The most suspenseful Monday I have ever experienced was the first Monday that I attended at my new school…
Some background first: I attended a type French immersion program in Quebec called a “classe d’accueil” meaning “welcome class”. This is an umbrella term for classes that take place in a normal French-speaking high-schools that help newcomers to Quebec (who don’t speak French) acclimate to a new type of culture and become fluent in French. People who attend these welcome classes are typically refugees and/or immigrants in search of better opportunities whether in health, education, or general quality of life.
So far I had been at my new school/welcome class for about a month and had met and befriended so many incredibly kind, funny, and amazing people, yet as many know, no matter how nice the people can be, the first week of a new school can be rather difficult socially, especially finding somewhere to sit at lunch.
This was where my suspenseful Monday truly began. Luckily for me, a girl from Egypt (who turned out to be my closest friend as I continued on at my new school) asked me if I would like to join her for lunch.
Grateful to avoid the awkwardness of obvious seat searching, I agreed and brought along a deck of cards. As her English was better than my Arabic, I taught her a game while we ate. The game was called Egyptian slap and in retrospect, I should have changed the name, because as soon as I said it, she gave me a pointed look and told me that this, in fact, “was not an Egyptian game”.
After eating, we started to play, adding the occasional slapping hand hitting the table to the noise of the cafeteria. As my new friend adjusted her cards, I took the time to take in the scene around us; hundreds of kids eating lunch at rectangular plastic tables, conversing in at least 50 different languages. Everyone was joking, laughing and eating. I looked at the table across from us and briefly made eye contact with a girl who smiled at me and then looked away.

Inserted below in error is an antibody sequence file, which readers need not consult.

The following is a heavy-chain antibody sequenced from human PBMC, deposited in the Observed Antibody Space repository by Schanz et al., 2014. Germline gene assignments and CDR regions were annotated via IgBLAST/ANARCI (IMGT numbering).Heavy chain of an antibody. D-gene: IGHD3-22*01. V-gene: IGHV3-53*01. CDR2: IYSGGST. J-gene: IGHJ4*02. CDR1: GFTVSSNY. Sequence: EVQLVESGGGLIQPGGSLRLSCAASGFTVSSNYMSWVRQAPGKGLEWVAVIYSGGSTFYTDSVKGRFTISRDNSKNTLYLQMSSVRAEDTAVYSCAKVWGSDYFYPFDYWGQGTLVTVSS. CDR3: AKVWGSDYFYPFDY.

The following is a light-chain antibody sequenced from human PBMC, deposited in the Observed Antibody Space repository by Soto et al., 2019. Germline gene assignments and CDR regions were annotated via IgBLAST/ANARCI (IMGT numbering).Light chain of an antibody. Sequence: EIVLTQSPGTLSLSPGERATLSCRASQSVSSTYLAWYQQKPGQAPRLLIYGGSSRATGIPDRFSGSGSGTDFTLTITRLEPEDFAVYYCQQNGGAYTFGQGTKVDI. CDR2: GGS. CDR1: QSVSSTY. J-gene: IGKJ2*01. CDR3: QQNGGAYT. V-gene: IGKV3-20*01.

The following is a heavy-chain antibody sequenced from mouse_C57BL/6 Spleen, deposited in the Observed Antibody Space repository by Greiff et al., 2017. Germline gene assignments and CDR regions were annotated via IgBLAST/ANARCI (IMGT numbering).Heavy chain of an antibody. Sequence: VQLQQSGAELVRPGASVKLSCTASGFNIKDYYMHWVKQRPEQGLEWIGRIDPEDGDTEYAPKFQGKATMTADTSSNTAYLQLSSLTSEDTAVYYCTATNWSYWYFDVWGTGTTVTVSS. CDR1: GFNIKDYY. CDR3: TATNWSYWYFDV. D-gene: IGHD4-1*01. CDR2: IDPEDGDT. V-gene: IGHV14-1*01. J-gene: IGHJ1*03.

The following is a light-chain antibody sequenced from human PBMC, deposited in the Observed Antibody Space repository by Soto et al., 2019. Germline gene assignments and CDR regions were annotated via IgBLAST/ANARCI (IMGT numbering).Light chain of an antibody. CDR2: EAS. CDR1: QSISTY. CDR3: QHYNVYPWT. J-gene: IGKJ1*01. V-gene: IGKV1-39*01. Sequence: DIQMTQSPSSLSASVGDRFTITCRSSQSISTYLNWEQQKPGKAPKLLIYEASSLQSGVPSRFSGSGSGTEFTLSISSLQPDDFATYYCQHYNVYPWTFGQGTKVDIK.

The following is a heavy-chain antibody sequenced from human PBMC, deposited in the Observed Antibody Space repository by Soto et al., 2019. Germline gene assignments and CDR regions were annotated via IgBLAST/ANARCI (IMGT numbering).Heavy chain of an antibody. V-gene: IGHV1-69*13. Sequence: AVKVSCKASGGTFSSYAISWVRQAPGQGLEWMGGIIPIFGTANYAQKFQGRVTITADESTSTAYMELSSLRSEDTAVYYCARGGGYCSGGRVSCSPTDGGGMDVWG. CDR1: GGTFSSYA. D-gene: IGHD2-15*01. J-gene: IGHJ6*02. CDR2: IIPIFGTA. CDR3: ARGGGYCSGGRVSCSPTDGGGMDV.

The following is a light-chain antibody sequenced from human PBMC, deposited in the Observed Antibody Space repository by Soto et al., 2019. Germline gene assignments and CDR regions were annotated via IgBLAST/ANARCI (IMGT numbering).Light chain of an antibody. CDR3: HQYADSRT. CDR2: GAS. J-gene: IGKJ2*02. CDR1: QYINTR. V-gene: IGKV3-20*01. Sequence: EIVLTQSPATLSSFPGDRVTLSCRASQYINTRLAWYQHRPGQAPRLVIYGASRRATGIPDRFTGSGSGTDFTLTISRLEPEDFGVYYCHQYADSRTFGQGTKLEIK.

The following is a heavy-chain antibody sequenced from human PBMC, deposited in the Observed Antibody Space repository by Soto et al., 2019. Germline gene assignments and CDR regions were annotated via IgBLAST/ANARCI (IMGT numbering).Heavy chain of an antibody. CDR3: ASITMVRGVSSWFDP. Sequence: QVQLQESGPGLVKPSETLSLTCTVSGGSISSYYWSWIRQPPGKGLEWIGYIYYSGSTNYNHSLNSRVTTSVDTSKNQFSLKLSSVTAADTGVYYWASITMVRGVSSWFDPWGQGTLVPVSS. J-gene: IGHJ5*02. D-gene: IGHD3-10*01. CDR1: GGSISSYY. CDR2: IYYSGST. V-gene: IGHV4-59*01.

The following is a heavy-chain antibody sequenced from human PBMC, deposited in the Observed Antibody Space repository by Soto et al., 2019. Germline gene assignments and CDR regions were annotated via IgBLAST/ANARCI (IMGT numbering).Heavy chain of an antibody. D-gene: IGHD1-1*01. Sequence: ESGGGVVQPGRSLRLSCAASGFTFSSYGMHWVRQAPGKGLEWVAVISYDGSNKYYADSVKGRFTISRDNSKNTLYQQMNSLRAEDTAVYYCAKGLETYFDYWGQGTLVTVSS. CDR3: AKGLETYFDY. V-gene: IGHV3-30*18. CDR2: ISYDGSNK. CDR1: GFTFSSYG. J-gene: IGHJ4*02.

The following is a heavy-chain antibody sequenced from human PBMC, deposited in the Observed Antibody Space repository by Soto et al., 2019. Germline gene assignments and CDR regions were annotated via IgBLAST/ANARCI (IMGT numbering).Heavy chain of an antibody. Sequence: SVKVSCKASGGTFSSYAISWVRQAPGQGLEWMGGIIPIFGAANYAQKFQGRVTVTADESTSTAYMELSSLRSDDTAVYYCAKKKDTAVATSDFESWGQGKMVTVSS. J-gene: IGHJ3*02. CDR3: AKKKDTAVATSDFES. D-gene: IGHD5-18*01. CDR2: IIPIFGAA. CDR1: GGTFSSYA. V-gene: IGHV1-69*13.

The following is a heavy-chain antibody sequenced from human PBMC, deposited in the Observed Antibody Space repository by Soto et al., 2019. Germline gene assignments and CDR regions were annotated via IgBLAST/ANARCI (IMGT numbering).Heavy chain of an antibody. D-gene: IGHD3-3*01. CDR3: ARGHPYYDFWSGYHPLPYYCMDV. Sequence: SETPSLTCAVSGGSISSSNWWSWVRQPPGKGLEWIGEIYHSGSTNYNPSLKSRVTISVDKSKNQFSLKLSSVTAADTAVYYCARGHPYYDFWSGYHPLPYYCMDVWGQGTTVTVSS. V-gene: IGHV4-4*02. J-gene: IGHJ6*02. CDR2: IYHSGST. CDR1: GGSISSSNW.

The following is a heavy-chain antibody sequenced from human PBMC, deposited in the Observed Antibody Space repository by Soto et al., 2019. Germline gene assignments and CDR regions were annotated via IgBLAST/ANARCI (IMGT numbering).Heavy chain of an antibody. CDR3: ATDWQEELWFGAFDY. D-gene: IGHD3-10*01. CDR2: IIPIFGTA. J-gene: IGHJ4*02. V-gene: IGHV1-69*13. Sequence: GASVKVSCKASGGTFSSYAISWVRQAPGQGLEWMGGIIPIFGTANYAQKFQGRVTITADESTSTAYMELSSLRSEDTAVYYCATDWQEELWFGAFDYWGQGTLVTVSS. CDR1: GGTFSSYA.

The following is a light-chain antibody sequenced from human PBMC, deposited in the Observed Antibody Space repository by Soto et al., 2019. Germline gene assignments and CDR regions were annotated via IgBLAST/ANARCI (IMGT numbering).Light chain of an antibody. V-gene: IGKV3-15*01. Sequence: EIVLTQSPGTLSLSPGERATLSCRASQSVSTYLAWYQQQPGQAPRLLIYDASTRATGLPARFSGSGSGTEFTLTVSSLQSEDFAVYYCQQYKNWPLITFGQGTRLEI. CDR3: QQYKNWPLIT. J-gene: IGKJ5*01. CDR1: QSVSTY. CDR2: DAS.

The card game continued for another two minutes when simultaneous to a particular loud slap on the table, the distinguishable thud of something hitting the concrete floor caused a momentary silence to creep over the cafeteria. Then, all hell broke loose – in rapid-fire French – which I guess is just regular hell?
Teachers flocked to the table across from us and huddled around the girl who had smiled at me moments before. Tables and students alike were pushed away to make room for her still body, and I was yelled at to get up and leave.
The cafeteria was then evacuated and I was forced from my stunned daze to join the stream of confused students being escorted out. On my way out, I could see her legs, khaki pants, and shoes, black converse covered in pink stickers, sprawled and motionless.
Five minutes passed and I was still trying to process what had just happened with the fragments of French I could understand. Suddenly, I was shoved against the wall by a student to make room for the paramedics to rush past.
I assumed they would take her straight to the hospital, but instead, they took out medical equipment including some type of blade and placed it on the table next to her. What was about to happen became quite apparent to me and not something I wanted to witness.
The bell couldn’t have come sooner, and the mass of shocked students and I started the long walk to our next class.
I wish I could say the horrifying parts of my day were over, but sadly they were not. It was the comment my new friend made to me right after the bell that horrified me the most…
“I have seen bodies in the street before, enough that this does not shock me, I remember seeing one girl in an alley like this”… and she proceeded to demonstrate a sprawled body, with arms at awkward angles.
What troubled me even further was the way she said it so… nonchalantly … Yet this might have been my imagination as her English was still a work in progress.
And with that, she turned away, and the day continued.
It was at that moment on my first Monday of my new school that I realized how different life could be from my own and how much I had taken such basic things like; safety or being surrounded by my own language for granted… and I guess that’s my confession, I had been so blinded by my own privilege for so long and didn’t see how safe I was before until that moment. I encourage everyone to try and push themselves to be in a new environment or situation so unlike your own to realize what others experience on a day to day scheme.